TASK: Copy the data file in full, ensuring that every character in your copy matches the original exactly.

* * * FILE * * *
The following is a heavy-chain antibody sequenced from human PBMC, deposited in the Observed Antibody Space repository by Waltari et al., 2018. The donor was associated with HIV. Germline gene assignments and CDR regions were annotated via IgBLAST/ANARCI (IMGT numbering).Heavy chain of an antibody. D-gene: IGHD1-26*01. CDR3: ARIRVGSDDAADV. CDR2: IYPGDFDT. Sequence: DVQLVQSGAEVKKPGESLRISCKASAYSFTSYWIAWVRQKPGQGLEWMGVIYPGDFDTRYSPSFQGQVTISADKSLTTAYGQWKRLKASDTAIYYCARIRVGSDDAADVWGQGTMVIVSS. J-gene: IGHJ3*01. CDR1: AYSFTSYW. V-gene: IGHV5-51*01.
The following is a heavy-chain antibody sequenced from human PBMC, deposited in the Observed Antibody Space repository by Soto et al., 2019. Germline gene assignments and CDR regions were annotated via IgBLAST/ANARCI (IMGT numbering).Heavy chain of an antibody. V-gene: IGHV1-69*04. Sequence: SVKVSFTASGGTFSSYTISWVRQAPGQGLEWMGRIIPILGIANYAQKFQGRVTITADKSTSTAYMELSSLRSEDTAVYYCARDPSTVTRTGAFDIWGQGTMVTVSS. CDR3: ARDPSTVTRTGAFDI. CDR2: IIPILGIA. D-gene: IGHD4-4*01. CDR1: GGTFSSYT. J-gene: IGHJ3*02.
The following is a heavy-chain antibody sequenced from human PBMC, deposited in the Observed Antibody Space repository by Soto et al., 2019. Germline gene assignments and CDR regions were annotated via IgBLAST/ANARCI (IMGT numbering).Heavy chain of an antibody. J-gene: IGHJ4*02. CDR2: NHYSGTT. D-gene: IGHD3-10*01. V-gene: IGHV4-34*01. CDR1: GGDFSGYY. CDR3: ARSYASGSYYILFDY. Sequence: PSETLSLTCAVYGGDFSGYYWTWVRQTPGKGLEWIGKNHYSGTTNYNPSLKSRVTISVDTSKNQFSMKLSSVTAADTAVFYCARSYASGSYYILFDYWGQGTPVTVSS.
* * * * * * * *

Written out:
The following is a heavy-chain antibody sequenced from human PBMC, deposited in the Observed Antibody Space repository by Waltari et al., 2018. The donor was associated with HIV. Germline gene assignments and CDR regions were annotated via IgBLAST/ANARCI (IMGT numbering).Heavy chain of an antibody. D-gene: IGHD1-26*01. CDR3: ARIRVGSDDAADV. CDR2: IYPGDFDT. Sequence: DVQLVQSGAEVKKPGESLRISCKASAYSFTSYWIAWVRQKPGQGLEWMGVIYPGDFDTRYSPSFQGQVTISADKSLTTAYGQWKRLKASDTAIYYCARIRVGSDDAADVWGQGTMVIVSS. J-gene: IGHJ3*01. CDR1: AYSFTSYW. V-gene: IGHV5-51*01.
The following is a heavy-chain antibody sequenced from human PBMC, deposited in the Observed Antibody Space repository by Soto et al., 2019. Germline gene assignments and CDR regions were annotated via IgBLAST/ANARCI (IMGT numbering).Heavy chain of an antibody. V-gene: IGHV1-69*04. Sequence: SVKVSFTASGGTFSSYTISWVRQAPGQGLEWMGRIIPILGIANYAQKFQGRVTITADKSTSTAYMELSSLRSEDTAVYYCARDPSTVTRTGAFDIWGQGTMVTVSS. CDR3: ARDPSTVTRTGAFDI. CDR2: IIPILGIA. D-gene: IGHD4-4*01. CDR1: GGTFSSYT. J-gene: IGHJ3*02.
The following is a heavy-chain antibody sequenced from human PBMC, deposited in the Observed Antibody Space repository by Soto et al., 2019. Germline gene assignments and CDR regions were annotated via IgBLAST/ANARCI (IMGT numbering).Heavy chain of an antibody. J-gene: IGHJ4*02. CDR2: NHYSGTT. D-gene: IGHD3-10*01. V-gene: IGHV4-34*01. CDR1: GGDFSGYY. CDR3: ARSYASGSYYILFDY. Sequence: PSETLSLTCAVYGGDFSGYYWTWVRQTPGKGLEWIGKNHYSGTTNYNPSLKSRVTISVDTSKNQFSMKLSSVTAADTAVFYCARSYASGSYYILFDYWGQGTPVTVSS.